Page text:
I read Dr. Arshya Vahabzadeh‘s recent article “How Technology Could Improve Mental Health in Prisons – But So Far Isn’t” (13 Dec 2016, in Fast Company) and considered other ways in which technology helps inmates.  I lead a weekly Education for Ministry seminar at Elmwood Correctional Facility (County Jail – in Milpitas, California). Here is how I see technology helping the ten men in my seminar:

  1. Because they do not have computer access, I make a standing offer to research topics that arise from our class discussions and bring the curious students more information.  Last night, I delivered printouts on Suetonius, Julius Caesar, prophecy in the Book of Daniel, the Caiaphas Ossuary, Galilee Boat, Ketef Hinnom, and Tel Dan Stele, plus a biography of Pontius Pilate. Wikipedia‘s easy access to vast fields of knowledge means in only an hour a week, I can bring the inmates a richer view into the world of the Hebrew BibleNew Testament, and Christian history.
  2. I was one of the St. Andrew’s prison ministry team who brought worship and song to Elmwood on Christmas Day. When leaving, I noticed a group of lovely deep purple irises blooming next to the back parking lot. Further on, I stopped to take a photo of two ducks on the water behind the jail. Just then, a big white egret erupted from under the bridge where I stood – as if an angel were arising from the water.  Because of easy and cheap digital photography and my color printer, I can show the inmates pictures of how nature was celebrating Christmas with them.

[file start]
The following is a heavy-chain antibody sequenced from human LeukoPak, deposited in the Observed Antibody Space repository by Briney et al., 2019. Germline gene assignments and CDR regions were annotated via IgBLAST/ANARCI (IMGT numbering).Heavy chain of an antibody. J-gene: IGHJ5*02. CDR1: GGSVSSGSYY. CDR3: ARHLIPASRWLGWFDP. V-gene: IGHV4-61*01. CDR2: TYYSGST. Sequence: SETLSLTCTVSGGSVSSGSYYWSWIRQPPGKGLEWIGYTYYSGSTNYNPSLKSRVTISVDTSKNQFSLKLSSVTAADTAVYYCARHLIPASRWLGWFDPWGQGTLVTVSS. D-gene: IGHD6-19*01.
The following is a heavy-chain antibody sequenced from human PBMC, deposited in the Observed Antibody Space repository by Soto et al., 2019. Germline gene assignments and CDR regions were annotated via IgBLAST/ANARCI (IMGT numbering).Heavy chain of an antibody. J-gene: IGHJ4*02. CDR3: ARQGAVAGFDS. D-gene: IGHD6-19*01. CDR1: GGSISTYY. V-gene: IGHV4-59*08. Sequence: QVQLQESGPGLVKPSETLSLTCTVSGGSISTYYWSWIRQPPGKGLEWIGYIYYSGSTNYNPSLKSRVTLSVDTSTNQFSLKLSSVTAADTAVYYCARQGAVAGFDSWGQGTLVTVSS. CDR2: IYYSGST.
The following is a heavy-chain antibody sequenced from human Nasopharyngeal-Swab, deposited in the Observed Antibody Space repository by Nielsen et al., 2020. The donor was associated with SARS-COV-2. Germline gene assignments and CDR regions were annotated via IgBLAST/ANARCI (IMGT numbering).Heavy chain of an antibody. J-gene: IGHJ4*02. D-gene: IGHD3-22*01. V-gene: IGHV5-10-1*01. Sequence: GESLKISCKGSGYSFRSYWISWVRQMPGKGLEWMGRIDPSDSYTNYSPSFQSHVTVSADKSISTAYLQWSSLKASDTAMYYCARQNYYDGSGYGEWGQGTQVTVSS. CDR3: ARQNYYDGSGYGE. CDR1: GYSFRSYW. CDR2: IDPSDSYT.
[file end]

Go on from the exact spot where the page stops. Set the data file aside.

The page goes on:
3. One of my students was transferred from Elmwood jail into the state prison system.  He is highly intelligent and deeply faithful and wants to keep up his Christian studies.  Because prisons and jails will accept book deliveries directly from Amazon, I can use ecommerce to send him better books than are available in the prison library.  For Christmas, I sent him two EfM books: Transformed Lives: Making Sense of Atonement Today, and Care for Creation (a franciscan spirituality of the earth). We hope he will be transferred to a prison that offers an EfM Online course or one with an in-person class.